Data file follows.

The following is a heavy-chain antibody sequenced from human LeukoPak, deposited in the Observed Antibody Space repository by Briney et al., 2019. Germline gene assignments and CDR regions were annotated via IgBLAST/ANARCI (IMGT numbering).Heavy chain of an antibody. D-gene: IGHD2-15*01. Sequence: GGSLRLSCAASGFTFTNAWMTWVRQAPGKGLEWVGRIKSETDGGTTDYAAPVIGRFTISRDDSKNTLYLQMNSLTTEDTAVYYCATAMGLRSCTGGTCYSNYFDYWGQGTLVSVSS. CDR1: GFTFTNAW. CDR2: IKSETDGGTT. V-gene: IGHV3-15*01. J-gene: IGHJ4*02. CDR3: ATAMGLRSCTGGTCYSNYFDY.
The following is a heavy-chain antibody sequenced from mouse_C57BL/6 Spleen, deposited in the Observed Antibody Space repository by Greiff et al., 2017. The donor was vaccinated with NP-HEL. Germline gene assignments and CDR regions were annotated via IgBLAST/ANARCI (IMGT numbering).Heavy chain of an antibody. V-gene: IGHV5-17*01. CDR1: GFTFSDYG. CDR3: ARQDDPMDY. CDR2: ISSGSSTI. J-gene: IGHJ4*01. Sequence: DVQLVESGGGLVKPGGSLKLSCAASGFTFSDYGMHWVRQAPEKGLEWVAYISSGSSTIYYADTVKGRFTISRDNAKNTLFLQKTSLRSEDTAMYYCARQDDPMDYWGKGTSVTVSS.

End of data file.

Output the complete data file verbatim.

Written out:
The following is a heavy-chain antibody sequenced from human LeukoPak, deposited in the Observed Antibody Space repository by Briney et al., 2019. Germline gene assignments and CDR regions were annotated via IgBLAST/ANARCI (IMGT numbering).Heavy chain of an antibody. D-gene: IGHD2-15*01. Sequence: GGSLRLSCAASGFTFTNAWMTWVRQAPGKGLEWVGRIKSETDGGTTDYAAPVIGRFTISRDDSKNTLYLQMNSLTTEDTAVYYCATAMGLRSCTGGTCYSNYFDYWGQGTLVSVSS. CDR1: GFTFTNAW. CDR2: IKSETDGGTT. V-gene: IGHV3-15*01. J-gene: IGHJ4*02. CDR3: ATAMGLRSCTGGTCYSNYFDY.
The following is a heavy-chain antibody sequenced from mouse_C57BL/6 Spleen, deposited in the Observed Antibody Space repository by Greiff et al., 2017. The donor was vaccinated with NP-HEL. Germline gene assignments and CDR regions were annotated via IgBLAST/ANARCI (IMGT numbering).Heavy chain of an antibody. V-gene: IGHV5-17*01. CDR1: GFTFSDYG. CDR3: ARQDDPMDY. CDR2: ISSGSSTI. J-gene: IGHJ4*01. Sequence: DVQLVESGGGLVKPGGSLKLSCAASGFTFSDYGMHWVRQAPEKGLEWVAYISSGSSTIYYADTVKGRFTISRDNAKNTLFLQKTSLRSEDTAMYYCARQDDPMDYWGKGTSVTVSS.